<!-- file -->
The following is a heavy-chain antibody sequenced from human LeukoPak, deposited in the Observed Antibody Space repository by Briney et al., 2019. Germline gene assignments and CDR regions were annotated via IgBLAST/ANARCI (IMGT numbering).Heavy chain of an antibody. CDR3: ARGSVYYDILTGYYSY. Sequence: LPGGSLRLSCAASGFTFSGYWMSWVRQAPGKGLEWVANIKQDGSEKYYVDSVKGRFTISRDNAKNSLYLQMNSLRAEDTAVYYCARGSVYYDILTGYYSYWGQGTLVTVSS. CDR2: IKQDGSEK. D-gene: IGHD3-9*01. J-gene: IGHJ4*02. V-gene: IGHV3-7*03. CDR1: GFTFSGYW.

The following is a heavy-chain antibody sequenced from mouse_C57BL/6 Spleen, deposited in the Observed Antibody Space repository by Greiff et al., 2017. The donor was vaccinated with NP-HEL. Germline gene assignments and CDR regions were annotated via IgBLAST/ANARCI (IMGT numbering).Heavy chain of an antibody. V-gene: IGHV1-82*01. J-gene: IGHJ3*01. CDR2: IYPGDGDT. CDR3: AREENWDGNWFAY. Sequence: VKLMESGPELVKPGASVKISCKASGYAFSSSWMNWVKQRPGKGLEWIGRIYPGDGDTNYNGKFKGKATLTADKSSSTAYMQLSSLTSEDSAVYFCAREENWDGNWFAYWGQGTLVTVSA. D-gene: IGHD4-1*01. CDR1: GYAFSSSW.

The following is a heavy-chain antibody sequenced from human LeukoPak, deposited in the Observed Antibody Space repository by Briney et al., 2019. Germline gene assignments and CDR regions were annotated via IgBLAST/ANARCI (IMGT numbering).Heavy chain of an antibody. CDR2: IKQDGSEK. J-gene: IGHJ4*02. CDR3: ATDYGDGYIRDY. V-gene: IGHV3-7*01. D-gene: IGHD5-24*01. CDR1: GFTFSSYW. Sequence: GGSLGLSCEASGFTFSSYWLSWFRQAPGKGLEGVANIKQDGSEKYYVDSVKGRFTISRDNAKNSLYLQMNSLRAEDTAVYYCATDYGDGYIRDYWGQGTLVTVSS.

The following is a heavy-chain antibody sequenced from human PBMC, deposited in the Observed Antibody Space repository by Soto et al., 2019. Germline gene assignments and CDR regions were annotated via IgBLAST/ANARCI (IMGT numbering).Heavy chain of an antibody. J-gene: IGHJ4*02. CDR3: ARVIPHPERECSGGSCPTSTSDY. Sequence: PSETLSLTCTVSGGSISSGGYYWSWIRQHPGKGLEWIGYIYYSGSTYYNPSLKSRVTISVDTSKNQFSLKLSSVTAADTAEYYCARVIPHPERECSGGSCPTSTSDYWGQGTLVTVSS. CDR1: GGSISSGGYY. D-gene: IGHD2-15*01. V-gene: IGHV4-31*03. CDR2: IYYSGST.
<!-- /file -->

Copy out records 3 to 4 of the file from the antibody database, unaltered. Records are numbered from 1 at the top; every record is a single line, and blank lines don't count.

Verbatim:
The following is a heavy-chain antibody sequenced from human LeukoPak, deposited in the Observed Antibody Space repository by Briney et al., 2019. Germline gene assignments and CDR regions were annotated via IgBLAST/ANARCI (IMGT numbering).Heavy chain of an antibody. CDR2: IKQDGSEK. J-gene: IGHJ4*02. CDR3: ATDYGDGYIRDY. V-gene: IGHV3-7*01. D-gene: IGHD5-24*01. CDR1: GFTFSSYW. Sequence: GGSLGLSCEASGFTFSSYWLSWFRQAPGKGLEGVANIKQDGSEKYYVDSVKGRFTISRDNAKNSLYLQMNSLRAEDTAVYYCATDYGDGYIRDYWGQGTLVTVSS.

The following is a heavy-chain antibody sequenced from human PBMC, deposited in the Observed Antibody Space repository by Soto et al., 2019. Germline gene assignments and CDR regions were annotated via IgBLAST/ANARCI (IMGT numbering).Heavy chain of an antibody. J-gene: IGHJ4*02. CDR3: ARVIPHPERECSGGSCPTSTSDY. Sequence: PSETLSLTCTVSGGSISSGGYYWSWIRQHPGKGLEWIGYIYYSGSTYYNPSLKSRVTISVDTSKNQFSLKLSSVTAADTAEYYCARVIPHPERECSGGSCPTSTSDYWGQGTLVTVSS. CDR1: GGSISSGGYY. D-gene: IGHD2-15*01. V-gene: IGHV4-31*03. CDR2: IYYSGST.